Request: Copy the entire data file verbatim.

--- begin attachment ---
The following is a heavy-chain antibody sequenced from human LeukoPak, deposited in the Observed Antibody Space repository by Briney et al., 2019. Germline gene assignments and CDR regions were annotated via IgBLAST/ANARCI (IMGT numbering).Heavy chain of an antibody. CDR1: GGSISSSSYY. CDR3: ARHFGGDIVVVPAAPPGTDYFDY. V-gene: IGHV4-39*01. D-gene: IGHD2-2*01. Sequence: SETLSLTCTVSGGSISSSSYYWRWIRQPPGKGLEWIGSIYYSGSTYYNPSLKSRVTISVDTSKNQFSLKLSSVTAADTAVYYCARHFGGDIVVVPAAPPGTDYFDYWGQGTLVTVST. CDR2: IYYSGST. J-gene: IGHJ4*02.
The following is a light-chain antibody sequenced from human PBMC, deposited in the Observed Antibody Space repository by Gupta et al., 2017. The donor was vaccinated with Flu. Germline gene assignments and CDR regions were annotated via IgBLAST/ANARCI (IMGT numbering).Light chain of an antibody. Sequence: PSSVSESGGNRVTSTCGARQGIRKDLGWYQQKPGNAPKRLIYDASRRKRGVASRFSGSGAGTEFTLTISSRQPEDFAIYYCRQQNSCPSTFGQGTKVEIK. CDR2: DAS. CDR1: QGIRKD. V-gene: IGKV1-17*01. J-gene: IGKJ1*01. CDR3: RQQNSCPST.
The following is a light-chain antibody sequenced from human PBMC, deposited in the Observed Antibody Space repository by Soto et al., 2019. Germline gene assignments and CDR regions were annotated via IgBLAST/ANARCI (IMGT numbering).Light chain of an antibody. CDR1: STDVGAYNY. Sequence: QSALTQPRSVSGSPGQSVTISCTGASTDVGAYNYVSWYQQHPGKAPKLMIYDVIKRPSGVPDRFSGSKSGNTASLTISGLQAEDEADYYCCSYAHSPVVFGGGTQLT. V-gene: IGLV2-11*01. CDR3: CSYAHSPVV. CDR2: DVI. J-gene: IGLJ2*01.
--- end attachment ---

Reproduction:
The following is a heavy-chain antibody sequenced from human LeukoPak, deposited in the Observed Antibody Space repository by Briney et al., 2019. Germline gene assignments and CDR regions were annotated via IgBLAST/ANARCI (IMGT numbering).Heavy chain of an antibody. CDR1: GGSISSSSYY. CDR3: ARHFGGDIVVVPAAPPGTDYFDY. V-gene: IGHV4-39*01. D-gene: IGHD2-2*01. Sequence: SETLSLTCTVSGGSISSSSYYWRWIRQPPGKGLEWIGSIYYSGSTYYNPSLKSRVTISVDTSKNQFSLKLSSVTAADTAVYYCARHFGGDIVVVPAAPPGTDYFDYWGQGTLVTVST. CDR2: IYYSGST. J-gene: IGHJ4*02.
The following is a light-chain antibody sequenced from human PBMC, deposited in the Observed Antibody Space repository by Gupta et al., 2017. The donor was vaccinated with Flu. Germline gene assignments and CDR regions were annotated via IgBLAST/ANARCI (IMGT numbering).Light chain of an antibody. Sequence: PSSVSESGGNRVTSTCGARQGIRKDLGWYQQKPGNAPKRLIYDASRRKRGVASRFSGSGAGTEFTLTISSRQPEDFAIYYCRQQNSCPSTFGQGTKVEIK. CDR2: DAS. CDR1: QGIRKD. V-gene: IGKV1-17*01. J-gene: IGKJ1*01. CDR3: RQQNSCPST.
The following is a light-chain antibody sequenced from human PBMC, deposited in the Observed Antibody Space repository by Soto et al., 2019. Germline gene assignments and CDR regions were annotated via IgBLAST/ANARCI (IMGT numbering).Light chain of an antibody. CDR1: STDVGAYNY. Sequence: QSALTQPRSVSGSPGQSVTISCTGASTDVGAYNYVSWYQQHPGKAPKLMIYDVIKRPSGVPDRFSGSKSGNTASLTISGLQAEDEADYYCCSYAHSPVVFGGGTQLT. V-gene: IGLV2-11*01. CDR3: CSYAHSPVV. CDR2: DVI. J-gene: IGLJ2*01.